“What about me?”

“You,” said Lee.

She put her arms around him, kissed his mouth. He’d always loved Marcia’s kisses, but this was different: he got the feeling that Lee was giving every little bit of herself in this kiss, like there was no before and after. Made him want to do the same back, but still, with the sun up and him being sober, Roy knew he had no right to expect anything like last night. But it was like last night, or better; and therefore if not a right, what? A privilege? He thought about that after, sweat running off him, eyes closed, the day hot pink through his eyelids.

“You must have happened sometimes,” she said.

“So I’m authentic too?”

“Oh, yes,” Lee said. He felt her lips on his cheek, the side of his neck, against his ear. “That’s the whole point.”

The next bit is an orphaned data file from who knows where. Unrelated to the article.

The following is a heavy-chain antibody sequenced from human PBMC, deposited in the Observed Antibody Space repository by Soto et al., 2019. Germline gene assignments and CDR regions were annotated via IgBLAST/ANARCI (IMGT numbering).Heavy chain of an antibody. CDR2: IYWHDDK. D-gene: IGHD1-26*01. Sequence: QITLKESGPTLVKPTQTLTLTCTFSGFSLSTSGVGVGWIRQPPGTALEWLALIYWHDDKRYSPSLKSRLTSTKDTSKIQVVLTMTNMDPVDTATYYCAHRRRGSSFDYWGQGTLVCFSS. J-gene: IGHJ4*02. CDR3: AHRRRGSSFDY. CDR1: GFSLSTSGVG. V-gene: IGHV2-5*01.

Roy cooled off. Heat must have been shimmering up from their bodies. He thought he could hear the waterfall.

When Roy awoke, Lee was sitting in one of the window spaces, reading the diary. “Fell out of your pocket,” she said. “Hope you don’t mind.”

Roy didn’t mind. “Who’s Zeke?” he said.

“His body man-doesn’t he say that somewhere?” Lee turned the pages.

“Is that like a bodyguard?”

Lee looked at him over the diary. “Not exactly.”

“Then what?”

“More like a personal servant.”

“A paid servant?”


Roy went over, read: takin Zeke bac fer boddyman sed godbis an wen up to th montan Hows fer godbis up thar.

“The standard of literacy is pretty typical of the period,” Lee said.

Roy didn’t care about that. Zeke wen asckulcin but I larnt him difernt.

He could feel Lee’s eyes tracking along with his. This time she had nothing to say. Roy walked out the back of the Mountain House, past the fire pit, still smoking, and into the slave quarters. He had a careful look around, saw what he’d already seen, the rusted iron ball lying in the weeds that overgrew the dirt floor; the plant world reclaiming everything, but maybe not fast enough.